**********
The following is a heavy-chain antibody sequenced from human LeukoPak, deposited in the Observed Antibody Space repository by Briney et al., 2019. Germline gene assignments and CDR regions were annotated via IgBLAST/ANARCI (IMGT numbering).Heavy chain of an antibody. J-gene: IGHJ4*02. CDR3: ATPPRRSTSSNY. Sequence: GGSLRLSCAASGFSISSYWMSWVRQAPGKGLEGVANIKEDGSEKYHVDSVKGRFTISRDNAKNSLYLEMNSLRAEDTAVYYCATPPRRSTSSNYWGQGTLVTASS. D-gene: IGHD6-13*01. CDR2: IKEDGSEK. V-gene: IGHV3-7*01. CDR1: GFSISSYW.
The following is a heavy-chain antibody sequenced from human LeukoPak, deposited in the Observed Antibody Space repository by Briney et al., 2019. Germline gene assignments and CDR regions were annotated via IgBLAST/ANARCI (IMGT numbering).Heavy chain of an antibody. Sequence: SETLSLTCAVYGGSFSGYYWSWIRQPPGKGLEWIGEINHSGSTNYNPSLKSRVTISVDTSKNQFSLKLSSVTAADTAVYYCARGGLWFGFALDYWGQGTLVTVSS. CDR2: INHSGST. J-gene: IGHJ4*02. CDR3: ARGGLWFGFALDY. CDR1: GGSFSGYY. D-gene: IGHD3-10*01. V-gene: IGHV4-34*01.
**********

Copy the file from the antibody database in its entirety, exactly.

The following is a heavy-chain antibody sequenced from human LeukoPak, deposited in the Observed Antibody Space repository by Briney et al., 2019. Germline gene assignments and CDR regions were annotated via IgBLAST/ANARCI (IMGT numbering).Heavy chain of an antibody. J-gene: IGHJ4*02. CDR3: ATPPRRSTSSNY. Sequence: GGSLRLSCAASGFSISSYWMSWVRQAPGKGLEGVANIKEDGSEKYHVDSVKGRFTISRDNAKNSLYLEMNSLRAEDTAVYYCATPPRRSTSSNYWGQGTLVTASS. D-gene: IGHD6-13*01. CDR2: IKEDGSEK. V-gene: IGHV3-7*01. CDR1: GFSISSYW.
The following is a heavy-chain antibody sequenced from human LeukoPak, deposited in the Observed Antibody Space repository by Briney et al., 2019. Germline gene assignments and CDR regions were annotated via IgBLAST/ANARCI (IMGT numbering).Heavy chain of an antibody. Sequence: SETLSLTCAVYGGSFSGYYWSWIRQPPGKGLEWIGEINHSGSTNYNPSLKSRVTISVDTSKNQFSLKLSSVTAADTAVYYCARGGLWFGFALDYWGQGTLVTVSS. CDR2: INHSGST. J-gene: IGHJ4*02. CDR3: ARGGLWFGFALDY. CDR1: GGSFSGYY. D-gene: IGHD3-10*01. V-gene: IGHV4-34*01.